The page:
The Myth of Risk Free Markets

63 Pages Posted: 4 Apr 2019

See all articles by Yesha Yadav

Yesha Yadav

Vanderbilt University - Law School

Date Written: April 4, 2019


As claims on the credit of the United States, government debt securities (Treasuries) are considered to be risk-free and easy to trade. Being default-proof and tradeable, Treasuries have become indispensable as safe assets that financial firms, foreign governments and everyday investors keep to protect themselves. The rates at which the U.S. borrows constitute the benchmark against which other risky financial assets are priced.

This Article contests the belief that the Treasury market constitutes a risk-free space despite the unimpeachable credit of the U.S. It argues that a uniquely deregulated and fragmented system of oversight has failed to keep pace with structural transformations in market design. Historically, Treasuries have been bought and sold using telephones, intermediated by a dominant cohort of big banks that have had economic stake in the market’s success. Newly driven by automation, however, Treasuries now trade in milliseconds, led by a class of smaller, lesser-regulated traders that can easily enter and exit the market. Weak regulatory constraints and limited reporting has left Treasuries vulnerable to traders engaging in risk-seeking and opportunistic behavior. Regulators possess few tools with which to understand the complexities of automation and to craft policies to control disruptive practices. Private oversight cannot fill the gap. Fierce competition between banks and lesser-regulated firms reduces incentives for traders to cooperate in peer monitoring and policing. Instead, it can encourage all players to engage in profitable risk-taking: exit is cheap and the chance of detection and sanction exceedingly low.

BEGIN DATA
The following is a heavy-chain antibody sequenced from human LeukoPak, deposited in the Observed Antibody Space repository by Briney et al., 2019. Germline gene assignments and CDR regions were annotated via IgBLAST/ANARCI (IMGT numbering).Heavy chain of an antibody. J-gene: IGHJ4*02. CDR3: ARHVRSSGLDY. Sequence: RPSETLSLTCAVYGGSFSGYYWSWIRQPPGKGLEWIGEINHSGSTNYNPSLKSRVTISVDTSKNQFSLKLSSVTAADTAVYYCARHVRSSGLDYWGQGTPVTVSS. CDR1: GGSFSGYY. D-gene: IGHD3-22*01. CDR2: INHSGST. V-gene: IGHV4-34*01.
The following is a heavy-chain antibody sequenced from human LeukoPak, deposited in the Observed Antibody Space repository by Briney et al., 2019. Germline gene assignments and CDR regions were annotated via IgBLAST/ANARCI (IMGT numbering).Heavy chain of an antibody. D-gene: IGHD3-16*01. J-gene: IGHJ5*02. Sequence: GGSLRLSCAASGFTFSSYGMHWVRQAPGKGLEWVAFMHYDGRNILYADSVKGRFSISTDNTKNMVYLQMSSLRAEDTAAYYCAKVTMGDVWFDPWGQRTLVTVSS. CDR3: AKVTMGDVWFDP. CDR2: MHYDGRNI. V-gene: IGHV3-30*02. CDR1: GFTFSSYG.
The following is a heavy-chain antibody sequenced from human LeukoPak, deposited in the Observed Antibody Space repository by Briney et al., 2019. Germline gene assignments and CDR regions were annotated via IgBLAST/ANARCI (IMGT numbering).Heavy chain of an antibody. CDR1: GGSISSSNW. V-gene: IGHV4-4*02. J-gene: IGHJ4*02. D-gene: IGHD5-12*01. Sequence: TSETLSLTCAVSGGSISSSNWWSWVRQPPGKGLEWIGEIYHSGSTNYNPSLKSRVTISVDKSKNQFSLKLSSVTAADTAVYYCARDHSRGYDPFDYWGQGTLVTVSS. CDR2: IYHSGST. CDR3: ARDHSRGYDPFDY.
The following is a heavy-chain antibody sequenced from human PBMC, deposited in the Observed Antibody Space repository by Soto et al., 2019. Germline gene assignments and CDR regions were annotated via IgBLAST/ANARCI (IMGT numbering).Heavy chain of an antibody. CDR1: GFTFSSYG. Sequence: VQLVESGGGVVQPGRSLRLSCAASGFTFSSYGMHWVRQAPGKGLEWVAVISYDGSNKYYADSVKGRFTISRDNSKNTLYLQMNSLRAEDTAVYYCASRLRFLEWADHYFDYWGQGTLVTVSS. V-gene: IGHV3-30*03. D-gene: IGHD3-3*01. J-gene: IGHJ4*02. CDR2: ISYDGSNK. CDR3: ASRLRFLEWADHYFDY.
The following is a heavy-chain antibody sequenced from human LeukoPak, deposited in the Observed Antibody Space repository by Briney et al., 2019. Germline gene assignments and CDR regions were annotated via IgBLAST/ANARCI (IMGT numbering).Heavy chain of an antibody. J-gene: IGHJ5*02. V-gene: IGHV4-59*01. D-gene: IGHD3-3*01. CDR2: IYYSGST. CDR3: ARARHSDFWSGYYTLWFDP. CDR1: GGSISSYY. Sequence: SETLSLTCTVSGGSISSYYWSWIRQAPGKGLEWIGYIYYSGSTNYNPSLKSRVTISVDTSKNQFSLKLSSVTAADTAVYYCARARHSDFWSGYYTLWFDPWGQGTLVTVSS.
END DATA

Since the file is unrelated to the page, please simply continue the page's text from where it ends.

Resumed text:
This Article details the economic harms arising from a Treasury market structure that is systemically susceptible to risk-taking and sudden exit by its traders. In the worst case, Treasuries stand to lose their reputation for reliability and stability, to the detriment of the taxpayer. The Article concludes by proposing pathways to foster meaningful coordination in oversight as well as to give traders real economic stake in the health of this singularly essential market.

Keywords: Treasuries, Financial Stability, Exchanges, Fragmentation, Manipulation, Fraud, Self-Regulation, Public Debt, Interest Rates, Macroeconomy, Too-Big-to-Fail

Suggested Citation

Yadav, Yesha, The Myth of Risk Free Markets (April 4, 2019). Vanderbilt Law Research Paper No. 19-12. Available at SSRN: or

Yesha Yadav (Contact Author)

Vanderbilt University - Law School ( email )

131 21st Avenue South
Nashville, TN 37203-1181
United States

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